hiriskpaul wrote:No, you have to consider capital losses as well as non-payment of coupons. Default on 1 bond in 100 could potentially mean a 1% loss on the portfolio. Not all defaults will result in a total wipeout of course, but often bondholders will not recover all their capital.
Ok, I was under the impression that the bonds would be held till maturity. I guess you are saying sometimes the fund flogs them at a loss to repurchase others...........ahh! or maybe you are saying that when some bonds mature it might be tricky to replace them with others at a suitable price to maintain yields?
hiriskpaul wrote:Running yields are not a very useful concept by the way. For bonds yield to maturity is better. Running yield on Coop group 11% 2025 is 8.5%, but yield to maturity is only 6%. The yield to maturity is better as it takes into account the 30p per bond capital loss from now to maturity.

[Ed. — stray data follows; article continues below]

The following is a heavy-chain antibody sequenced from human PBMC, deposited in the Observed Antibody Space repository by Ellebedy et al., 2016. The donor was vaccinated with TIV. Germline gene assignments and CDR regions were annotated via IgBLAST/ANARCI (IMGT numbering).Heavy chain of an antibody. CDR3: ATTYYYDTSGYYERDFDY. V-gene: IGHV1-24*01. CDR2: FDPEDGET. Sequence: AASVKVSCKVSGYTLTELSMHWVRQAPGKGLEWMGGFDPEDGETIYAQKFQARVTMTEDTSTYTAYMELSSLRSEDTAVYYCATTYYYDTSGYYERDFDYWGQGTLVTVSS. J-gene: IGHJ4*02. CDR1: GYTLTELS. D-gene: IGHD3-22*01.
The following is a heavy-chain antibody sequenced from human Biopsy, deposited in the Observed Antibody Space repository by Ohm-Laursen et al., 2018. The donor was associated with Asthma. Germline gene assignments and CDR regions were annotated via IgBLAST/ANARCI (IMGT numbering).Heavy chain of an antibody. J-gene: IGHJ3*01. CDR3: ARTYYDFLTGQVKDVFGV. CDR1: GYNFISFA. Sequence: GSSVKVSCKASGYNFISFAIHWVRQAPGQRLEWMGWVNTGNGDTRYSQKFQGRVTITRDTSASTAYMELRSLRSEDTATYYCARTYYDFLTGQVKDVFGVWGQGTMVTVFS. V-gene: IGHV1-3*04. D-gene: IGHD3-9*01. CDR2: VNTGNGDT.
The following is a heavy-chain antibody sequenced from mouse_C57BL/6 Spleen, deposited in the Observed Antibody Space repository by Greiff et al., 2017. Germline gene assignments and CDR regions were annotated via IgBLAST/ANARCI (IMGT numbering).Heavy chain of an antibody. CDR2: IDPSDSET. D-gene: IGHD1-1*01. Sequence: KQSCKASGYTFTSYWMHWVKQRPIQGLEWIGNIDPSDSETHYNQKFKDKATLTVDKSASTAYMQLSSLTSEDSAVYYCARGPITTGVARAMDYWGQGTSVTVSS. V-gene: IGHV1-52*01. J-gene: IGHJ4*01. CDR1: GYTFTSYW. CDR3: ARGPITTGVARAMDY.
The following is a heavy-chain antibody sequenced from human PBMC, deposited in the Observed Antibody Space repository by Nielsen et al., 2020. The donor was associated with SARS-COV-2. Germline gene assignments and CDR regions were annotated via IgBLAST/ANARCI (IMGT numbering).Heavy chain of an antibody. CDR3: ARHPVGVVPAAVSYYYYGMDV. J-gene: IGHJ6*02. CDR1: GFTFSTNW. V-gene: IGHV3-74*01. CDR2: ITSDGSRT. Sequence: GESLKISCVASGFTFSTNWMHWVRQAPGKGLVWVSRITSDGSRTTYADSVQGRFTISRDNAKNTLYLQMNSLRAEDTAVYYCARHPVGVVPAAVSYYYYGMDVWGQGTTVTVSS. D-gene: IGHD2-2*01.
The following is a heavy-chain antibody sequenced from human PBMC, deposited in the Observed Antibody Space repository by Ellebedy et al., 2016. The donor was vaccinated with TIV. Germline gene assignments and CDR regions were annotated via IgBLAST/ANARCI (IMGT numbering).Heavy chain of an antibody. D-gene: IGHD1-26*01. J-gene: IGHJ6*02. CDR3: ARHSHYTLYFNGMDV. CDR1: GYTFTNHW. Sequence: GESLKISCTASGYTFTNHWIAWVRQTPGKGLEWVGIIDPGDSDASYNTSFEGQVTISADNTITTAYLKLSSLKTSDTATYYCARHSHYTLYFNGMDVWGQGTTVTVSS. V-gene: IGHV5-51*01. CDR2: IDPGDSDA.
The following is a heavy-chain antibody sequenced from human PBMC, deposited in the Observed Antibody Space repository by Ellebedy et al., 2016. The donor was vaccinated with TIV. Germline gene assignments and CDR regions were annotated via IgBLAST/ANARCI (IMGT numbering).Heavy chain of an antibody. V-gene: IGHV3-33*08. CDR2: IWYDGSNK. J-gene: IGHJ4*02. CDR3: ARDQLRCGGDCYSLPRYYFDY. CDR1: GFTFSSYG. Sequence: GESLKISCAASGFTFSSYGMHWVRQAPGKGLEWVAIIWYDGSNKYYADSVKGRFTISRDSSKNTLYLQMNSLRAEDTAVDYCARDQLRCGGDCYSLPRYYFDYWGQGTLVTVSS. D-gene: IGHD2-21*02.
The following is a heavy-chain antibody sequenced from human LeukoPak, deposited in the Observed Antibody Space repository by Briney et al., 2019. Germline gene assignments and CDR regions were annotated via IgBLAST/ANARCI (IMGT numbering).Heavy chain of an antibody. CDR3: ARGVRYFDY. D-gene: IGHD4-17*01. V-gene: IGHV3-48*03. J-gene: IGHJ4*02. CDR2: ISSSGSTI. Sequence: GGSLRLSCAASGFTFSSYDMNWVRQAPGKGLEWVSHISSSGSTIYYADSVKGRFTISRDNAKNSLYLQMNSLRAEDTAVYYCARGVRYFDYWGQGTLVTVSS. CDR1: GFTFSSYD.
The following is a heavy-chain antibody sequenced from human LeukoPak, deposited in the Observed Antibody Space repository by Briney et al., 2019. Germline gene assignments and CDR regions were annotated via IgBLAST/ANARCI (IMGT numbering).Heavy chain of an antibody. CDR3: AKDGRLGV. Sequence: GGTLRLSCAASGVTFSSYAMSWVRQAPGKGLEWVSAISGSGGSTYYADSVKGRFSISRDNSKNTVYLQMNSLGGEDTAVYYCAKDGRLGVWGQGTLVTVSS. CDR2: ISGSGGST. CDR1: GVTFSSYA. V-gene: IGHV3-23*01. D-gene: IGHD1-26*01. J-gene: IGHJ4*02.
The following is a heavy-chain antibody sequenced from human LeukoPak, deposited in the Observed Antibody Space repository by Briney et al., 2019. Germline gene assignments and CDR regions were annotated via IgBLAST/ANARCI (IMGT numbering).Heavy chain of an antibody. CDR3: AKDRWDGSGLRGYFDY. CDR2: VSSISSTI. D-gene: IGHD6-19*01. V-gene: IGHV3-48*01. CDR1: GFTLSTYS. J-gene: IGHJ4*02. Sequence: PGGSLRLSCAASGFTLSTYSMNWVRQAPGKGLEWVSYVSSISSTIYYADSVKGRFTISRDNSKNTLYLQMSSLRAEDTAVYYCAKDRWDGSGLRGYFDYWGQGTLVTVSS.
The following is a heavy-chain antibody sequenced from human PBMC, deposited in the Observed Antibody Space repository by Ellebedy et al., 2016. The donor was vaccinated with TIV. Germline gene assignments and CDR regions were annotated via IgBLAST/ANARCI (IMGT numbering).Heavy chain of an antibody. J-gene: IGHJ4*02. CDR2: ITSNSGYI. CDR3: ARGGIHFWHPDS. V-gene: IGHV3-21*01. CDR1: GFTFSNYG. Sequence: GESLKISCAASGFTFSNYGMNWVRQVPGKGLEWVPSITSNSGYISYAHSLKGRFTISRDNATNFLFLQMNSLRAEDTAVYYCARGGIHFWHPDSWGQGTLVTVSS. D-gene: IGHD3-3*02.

Thanks Paul, don't worry, I'm ok with the differences between RY and YTM. But thanks anyway.
Alaric wrote:The risk is to capital value as well as default or partial default, so that a bond with a 6% redemption yield widens out to a 10% yield. How much that writes down the capital value would depend on the outstanding term to maturity.
I don't understand this bit Alaric, I'm afraid.
GeoffF100 wrote:In the very long run, one would not expect the return from high yield (AKA junk) bonds to fall all the way down to those of investment grade bonds. We would expect there to be some residual long term reward for holding these bonds. The reason is that they have an unattractive risk/reward profile. Investment grade bonds are likely to deliver a reliable return come what may, except in the most dire of circumstances. Junk bonds give good returns in the good times, but terrible returns in the bad times, just when you can least afford to take the hit. You cannot predict in advance whether times will be better or worse than the degree of badness that is already priced into the bonds.
Yes, this is good food for thought. What's kind of occurred to me is that, if a junk bond loses (by way of defaults) a sizeable % of the holdings it's obv. got less capital to rebuild itself back up when times improve.